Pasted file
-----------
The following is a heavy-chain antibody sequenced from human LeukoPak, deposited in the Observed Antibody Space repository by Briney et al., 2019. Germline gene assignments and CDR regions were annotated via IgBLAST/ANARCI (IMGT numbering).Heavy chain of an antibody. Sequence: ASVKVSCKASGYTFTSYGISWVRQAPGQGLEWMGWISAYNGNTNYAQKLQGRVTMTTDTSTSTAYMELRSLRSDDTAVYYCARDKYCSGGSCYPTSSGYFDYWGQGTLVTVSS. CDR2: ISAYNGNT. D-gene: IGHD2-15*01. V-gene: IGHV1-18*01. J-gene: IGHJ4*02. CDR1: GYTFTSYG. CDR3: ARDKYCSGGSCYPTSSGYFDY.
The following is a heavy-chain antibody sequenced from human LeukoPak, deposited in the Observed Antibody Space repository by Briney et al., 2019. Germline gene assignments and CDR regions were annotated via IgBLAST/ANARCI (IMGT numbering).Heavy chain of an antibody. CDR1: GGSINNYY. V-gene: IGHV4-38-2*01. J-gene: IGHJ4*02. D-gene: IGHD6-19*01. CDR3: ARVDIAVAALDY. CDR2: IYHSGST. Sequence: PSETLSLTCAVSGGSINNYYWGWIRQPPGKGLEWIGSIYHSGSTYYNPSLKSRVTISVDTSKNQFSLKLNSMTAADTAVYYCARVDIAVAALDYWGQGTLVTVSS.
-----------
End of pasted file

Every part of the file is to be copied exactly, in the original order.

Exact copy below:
The following is a heavy-chain antibody sequenced from human LeukoPak, deposited in the Observed Antibody Space repository by Briney et al., 2019. Germline gene assignments and CDR regions were annotated via IgBLAST/ANARCI (IMGT numbering).Heavy chain of an antibody. Sequence: ASVKVSCKASGYTFTSYGISWVRQAPGQGLEWMGWISAYNGNTNYAQKLQGRVTMTTDTSTSTAYMELRSLRSDDTAVYYCARDKYCSGGSCYPTSSGYFDYWGQGTLVTVSS. CDR2: ISAYNGNT. D-gene: IGHD2-15*01. V-gene: IGHV1-18*01. J-gene: IGHJ4*02. CDR1: GYTFTSYG. CDR3: ARDKYCSGGSCYPTSSGYFDY.
The following is a heavy-chain antibody sequenced from human LeukoPak, deposited in the Observed Antibody Space repository by Briney et al., 2019. Germline gene assignments and CDR regions were annotated via IgBLAST/ANARCI (IMGT numbering).Heavy chain of an antibody. CDR1: GGSINNYY. V-gene: IGHV4-38-2*01. J-gene: IGHJ4*02. D-gene: IGHD6-19*01. CDR3: ARVDIAVAALDY. CDR2: IYHSGST. Sequence: PSETLSLTCAVSGGSINNYYWGWIRQPPGKGLEWIGSIYHSGSTYYNPSLKSRVTISVDTSKNQFSLKLNSMTAADTAVYYCARVDIAVAALDYWGQGTLVTVSS.